Ruben Ostlund is a Force Majeure

A man and woman attempt a typical vacation : a ski trip in the French Alps with their two young children. The goal is to bring the family–particularly the man and woman–closer together. Sitting at an outdoor restaurant at their chosen ski resort, a “controlled avalanche” occurs. First amazed, then terrified, the man flees from his family to safety. In the aftermath of these events, the woman debates the security of their relationship, her family and the roles of “husband and wife”– particularly a man’s societal roles and expectations versus the reality of nature’s survival instinct.

We sat down with director Ruben Ostlund to discuss Force Majeure, the new film that delves into the emotional aftermath of a near disaster.

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How did you conceive of the idea for this film?

When I was around 20-25, I was filming skiing. I was really interested in skiing so I spent a lot of time in ski resorts. I was a skier before I was a filmmaker but I had started to make ski films.

I think I have been interested for a long time to get back into that environment and use the absurdity of that environment.

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Why do you find that environment absurd?

Because it’s a struggle between man and nature and yet, you see the modern ski resort—the way it looks—it’s like a ghetto they just place into the wild nature. And in this place, there’s a struggle between civilized and uncivilized, the force of nature that humans are trying to control. We’re putting up fences to stabilize the snow, we’re blowing avalanches, we’re grooming tracks and all those lifts going upside down the mountainside? It’s almost like a science fiction environment and the way that people are dressed in those neon colors and mirrored lenses…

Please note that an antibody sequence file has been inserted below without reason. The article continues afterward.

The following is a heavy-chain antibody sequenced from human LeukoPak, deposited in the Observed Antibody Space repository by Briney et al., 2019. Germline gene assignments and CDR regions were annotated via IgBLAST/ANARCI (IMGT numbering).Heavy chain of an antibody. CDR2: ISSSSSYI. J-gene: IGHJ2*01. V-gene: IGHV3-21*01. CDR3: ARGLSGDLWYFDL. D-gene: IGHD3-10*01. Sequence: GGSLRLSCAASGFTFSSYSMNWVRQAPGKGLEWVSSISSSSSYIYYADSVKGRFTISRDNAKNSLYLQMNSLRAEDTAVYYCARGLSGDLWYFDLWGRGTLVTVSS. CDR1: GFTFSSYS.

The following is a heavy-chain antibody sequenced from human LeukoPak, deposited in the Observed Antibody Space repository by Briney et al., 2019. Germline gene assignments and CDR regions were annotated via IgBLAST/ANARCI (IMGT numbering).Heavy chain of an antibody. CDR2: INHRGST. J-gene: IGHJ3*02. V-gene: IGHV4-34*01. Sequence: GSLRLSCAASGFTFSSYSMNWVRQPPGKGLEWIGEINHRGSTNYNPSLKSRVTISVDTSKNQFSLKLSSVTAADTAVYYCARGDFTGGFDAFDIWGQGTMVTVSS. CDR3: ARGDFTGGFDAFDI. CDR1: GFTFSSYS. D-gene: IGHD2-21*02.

So, I wanted to use that in some way and also to put that environment into a film that isn’t a genre film. It’s quite hard because it’s quite hard to find something that is existential and interesting enough to take place on a ski resort. All those well-to-do people that are in total control of their lives. When the idea of the avalanche came up, that was the key point that told me I could make a film in a ski resort.

I didn’t realize that controlled avalanches were a thing. They really do that?

A controlled avalanche is something I had never heard of. But, they do it. They just don’t call it “controlled.” Instead, they are securing the area. Mainly they do these early morning before they open the ski system. “Avalanche” in Spanish is also a metaphor for a great force that could be emotional- so the avalanche is something that happens in the family (in the film) afterwards, as well.

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Is that immediately where your mind went when you thought of the concept of the avalanche? To use it as an emotional trigger?

No. I was inspired by a Youtube clip in the beginning. There was a group of tourists sitting in an outdoor restaurant and watching the avalanche coming down. What I was very fascinated by was that, within three seconds, the emotions went from joyful sharing to screaming to panic. I always think that’s very humoristic even though its very tragic.

Life is that way, I think. It’s a tragic-comedy. It has a tragic ending–we know that–but the most tragic moments have absurd humor in them.

And what I really, really love about the avalanche of course is that in the case of the emergency, the catastrophe never happened. And they have to deal with the aftermath of their behavior. It’s a “brain-ghost;” a problem that is created because of culture and society and expectations.

In the press notes for the screening, you included the press notes for the MS Estonia disaster of 1994. The men had a higher rate of survival than the women.

I think the most reproduced male character in film history is the hero. It’s like every catastrophe that happens, we are so eager to bring out the hero examples. But 99% of the people that have been in a catastrophe and survived have to act selfishly to survive. That’s why it’s so hard to talk about it because they have guilt and it’s not guilt about surviving; it’s about how you survive. You are making yourself the survivor and someone else the victim. When you look at the ferry catastrophe statistics, you can tell that men have the ability to act selfishly. Even though culture has taught us that we should be “heroes.”

text by: Hillary Sproul

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